Practice and Effort – Practicing allows knowledge and skills to move from short-term memory (STM) to long-term memory (LTM). Enough practice allows you to do things automatically. This leaves space in your working memory to learn new things.

Importance for Building Knowledge – STM involves practise which must be rehearsed (repeated over and over to make information stick) and this information goes into the LTM where the material has to be repeated and practised in order to be remembered. With enough practise and effort, the material will be fixed in the LTM and is much less likely to be forgotten than if it wasn’t practised and focused on.

Importance for Building Skills – Skills such as problem-solving and creative-thinking are skills that a student needs to learn and they use working memory. Because of this, skills need to be practised so that they become automatic and use little space in working memory.

Cognitive, Physical and Social Development – Willingham believed that we can boost children’s cognitive, physical and social development and suggested strategies that teachers should do to support this:

Cognitive development – 

  • Use problems that are not too far out of student’s reach.
  • Understand child’s developmental stage
  • Remember that children’s abilities change every day.
  • Consider factors apart from developmental level, such as understanding that may affect the task

Physical Development –

  • Focus on what movements would be necessary for a task and in what order they must be carried out
  • Practice the motor skills (muscle movements) in that order enough times to make the muscle commands automatic and to build a skill set
  • Use conscious effort
  • Make changes in order to develop the motor skill

Social Development –

  • Build on a child’s ability to take the view of someone else into account (decentration)
  • Encourage self-regulation (do not be influenced by others)
  • Demonstrate appropriate behaviour for children to model.
  • Help a child to stop impulsive behaviour and develop appropriate responses to social situations (and remove anything that triggers such behaviour and maintain an organized classroom environment)
  • Delay giving a reward for a task to encourage a child to keep working at it and developing their self-control

Strengths – 

  • Willingham’s work can be applied to education and other situations to promote a child’s development in a positive way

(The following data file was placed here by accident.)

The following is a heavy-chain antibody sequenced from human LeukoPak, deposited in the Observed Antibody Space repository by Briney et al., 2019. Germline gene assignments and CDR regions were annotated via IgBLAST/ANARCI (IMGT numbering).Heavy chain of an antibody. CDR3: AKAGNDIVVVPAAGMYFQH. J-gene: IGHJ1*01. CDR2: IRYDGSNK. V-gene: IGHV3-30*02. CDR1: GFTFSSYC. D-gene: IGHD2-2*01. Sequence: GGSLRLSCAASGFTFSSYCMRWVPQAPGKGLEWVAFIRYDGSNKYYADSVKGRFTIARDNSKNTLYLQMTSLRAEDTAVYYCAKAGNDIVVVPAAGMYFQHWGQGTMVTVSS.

• Betty Repacholi and Alison Gopnik’s (1997) study provides experimental support, showing that young children needed the knowledge in Piaget’s experiment before they could understand the skills (referred to above)

Weaknesses –

  • Willingham ignored the importance of individual differences in learning. Some of his theory relates to genes (e.g.: working memory) and what is in someone’s genes cannot be changed easily using strategies
  • Willingham’s ideas come from many areas of neuroscience, memory theory and cognitive development. This means that his ideas are not really one singular theory

Kohlberg’s stages of moral development

  • Pre-conventional Morality (Age up to 9 years old)
  • Obedience and punishment – Children are just good to avoid punishment.
  • Individualism – Children focus more on “what’s in it for me”, including what benefit can be gained from moral actions (e.g.: reward for helping someone).
  • Conventional Morality (Most young people and adults)
  • Relationships – The young person or adult is good to look good for other people. Reasoning comes from group norms.
  • Law and order – The young person or adult are good to uphold rules and social order in society and not feel guilty as they see it as a duty.
  • Post-conventional Morality (Only 10% of the population reach this stage)
  • Social contract – See laws as social contracts and realize there may be differences in morality between individuals based on what laws they have agreed to adhere to.
  • Universal Principals – The individual develops their own set of morals and laws.

Damon (1999) on developing a moral self

Damon gives evidence supporting nativist theories – morality comes from nature (e.g.: emotions like empathy are found in babies universally). He also suggests that nurture affects morality (e.g.: Diana Baumrind found that moral development in children is affected by the type of parenting). He concludes that children must hear a consistent message about shared standards in order to develop moral understanding.

  • Early Infancy – Children’s feelings towards others are not different from their feelings toward themselves. There is global empathy
  • Ages 1 to 2 years – Children realize that others are upset and this distresses them but they do not know what to do about it.
  • Early Childhood – Children learn others have a different viewpoint and might react differently (stop being egocentric) and so are more reactive to someone’s distress.
  • Ages 10 to 12 years – Children start to realize other people may live in poverty and have difficulties such as disabilities.

Kohlberg’s stages of moral development

  • Pree-conventional Morality (Age up to 9 years old)
  • Obedience and punishment – Children are just good to avoid punishment.
  • Individualism – Children focus more on “what’s in it for me”, including what benefit can be gained from moral actions (e.g.: reward for helping someone
  • Conventional Morality (Most young people and adults)
  • Relationships – The young person or adult is good to look good for other people. Reasoning comes from group norms.
  • Law and order – The young person or adult are good to uphold rules and social order in society and not feel guilty as they see it as a duty.
  • post-conventional Morality (Only 10% of the population reach this stage)
  • Social contract – See laws as social contracts and realize there may be differences in morality between individuals based on what laws they have agreed to adhere to.
  • Universal Principals – The individual develops their own set of morals and laws.